Last updated: June 27, 2022

Quitting Time: How Local Governments Can Reverse the Clock on the Great Resignation

How local governments navigate through the current worker exodus will determine their ability to overcome future workforce challenges.
Posted by Carol Matthieu
Employee handing her manager an envelope with her resignation letter inside

Is it any wonder that 2021 has been coined the year of the “Great Resignation?” Workers left their jobs at historic rates, with a record 47.8 million Americans voluntarily quitting their jobs. November alone saw an unprecedented 4.5 million resignations. And ongoing data from the U.S. Bureau of Labor Statistics indicates that the phenomenon isn’t going away any time soon.

Yet some evidence points to the Great Resignation as more of a job-switching revolution than a job-quitting phenomenon.

The pandemic prompted workers to reflect on what is most important in their lives. Many had the benefit of working from home. As remote work crystallized into a new normal, workers began to consider their long hours, distant commutes and expensive childcare, among others, as too costly for their quality of life. At the same time, large swaths of low-wage earners in the retail and service sectors lost their jobs seemingly overnight. This convergence gave an entire workforce a catalyst to seek better opportunities with higher pay and greater job satisfaction.

While this shift in workforce dynamics affects every industry, local governments in particular are facing unique challenges. Not only did they feel the squeeze from the Great Resignation, but they have also been experiencing a steady increase in quit rates over the last decade. If this trajectory continues, it has the potential to put the public sector at risk of a serious workforce shortage, perhaps with impacts on public services yet to be seen.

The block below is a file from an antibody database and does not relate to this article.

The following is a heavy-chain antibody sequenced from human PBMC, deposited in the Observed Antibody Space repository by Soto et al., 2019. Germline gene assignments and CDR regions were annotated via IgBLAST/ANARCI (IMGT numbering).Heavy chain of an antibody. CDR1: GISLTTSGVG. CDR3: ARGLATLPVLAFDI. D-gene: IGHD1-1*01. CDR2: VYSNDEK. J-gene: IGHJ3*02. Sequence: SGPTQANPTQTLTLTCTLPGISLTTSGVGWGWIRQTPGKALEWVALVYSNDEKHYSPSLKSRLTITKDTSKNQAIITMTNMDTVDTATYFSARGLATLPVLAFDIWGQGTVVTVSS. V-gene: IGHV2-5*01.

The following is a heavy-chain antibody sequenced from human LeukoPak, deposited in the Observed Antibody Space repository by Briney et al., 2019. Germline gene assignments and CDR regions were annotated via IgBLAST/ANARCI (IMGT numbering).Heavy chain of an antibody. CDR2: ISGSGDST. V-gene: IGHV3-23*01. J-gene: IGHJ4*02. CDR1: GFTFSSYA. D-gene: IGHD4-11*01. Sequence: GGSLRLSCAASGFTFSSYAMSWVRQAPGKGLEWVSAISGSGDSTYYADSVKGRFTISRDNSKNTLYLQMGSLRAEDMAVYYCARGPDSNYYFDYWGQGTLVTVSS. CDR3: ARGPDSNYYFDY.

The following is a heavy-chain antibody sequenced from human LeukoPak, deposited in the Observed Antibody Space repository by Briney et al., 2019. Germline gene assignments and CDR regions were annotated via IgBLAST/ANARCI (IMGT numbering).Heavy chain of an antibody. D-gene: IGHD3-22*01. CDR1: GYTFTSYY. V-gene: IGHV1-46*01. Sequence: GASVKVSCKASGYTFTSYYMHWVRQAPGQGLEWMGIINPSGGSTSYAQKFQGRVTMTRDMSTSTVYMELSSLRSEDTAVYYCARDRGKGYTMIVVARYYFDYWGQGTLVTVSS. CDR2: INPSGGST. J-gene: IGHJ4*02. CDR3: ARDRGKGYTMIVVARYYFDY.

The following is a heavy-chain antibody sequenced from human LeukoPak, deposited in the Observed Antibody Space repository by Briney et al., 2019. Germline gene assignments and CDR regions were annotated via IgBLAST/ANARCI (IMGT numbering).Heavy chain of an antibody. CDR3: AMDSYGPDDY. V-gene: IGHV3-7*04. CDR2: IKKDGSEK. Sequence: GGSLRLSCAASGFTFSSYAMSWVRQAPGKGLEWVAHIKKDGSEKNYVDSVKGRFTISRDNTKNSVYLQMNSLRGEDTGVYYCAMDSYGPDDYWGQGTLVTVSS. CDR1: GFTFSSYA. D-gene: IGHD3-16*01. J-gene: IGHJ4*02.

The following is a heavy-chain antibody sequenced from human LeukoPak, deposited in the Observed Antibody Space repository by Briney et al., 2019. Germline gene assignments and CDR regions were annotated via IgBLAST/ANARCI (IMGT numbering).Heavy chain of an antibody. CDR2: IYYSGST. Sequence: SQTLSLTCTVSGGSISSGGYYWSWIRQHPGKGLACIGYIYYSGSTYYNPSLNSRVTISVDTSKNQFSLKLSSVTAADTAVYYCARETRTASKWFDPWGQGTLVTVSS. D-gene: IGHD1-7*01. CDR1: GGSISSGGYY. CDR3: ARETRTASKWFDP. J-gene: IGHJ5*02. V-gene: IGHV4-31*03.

“Public service can be a job for some but for others, it is a calling,” explains Paul Lovelis, Administrative Manager at Pinal County, AZ. “Either way it is truly a sacrificial commitment to the greater good of our community. As leaders and managers of government, it is our responsibility to open the doors of opportunity for our employees to ensure that everyone is able to serve without barriers created by our publicly accountable and sometimes obstructively guarded policies.”

So, in this environment, how do governments turn the Great Resignation into a great renewal? Let’s take a look at some ways local governments can reframe these workforce challenges into lasting opportunities.

Engage Tenured Talent

Although the private sector experienced higher quit rates in 2021, only the government and leisure and hospitality sectors are now consistently seeing declines in their workforce. Also, nearly one-third of public sector employees are nearing retirement age as of 2021. Upon retirement, these tenured employees will take their skills and depth of knowledge with them.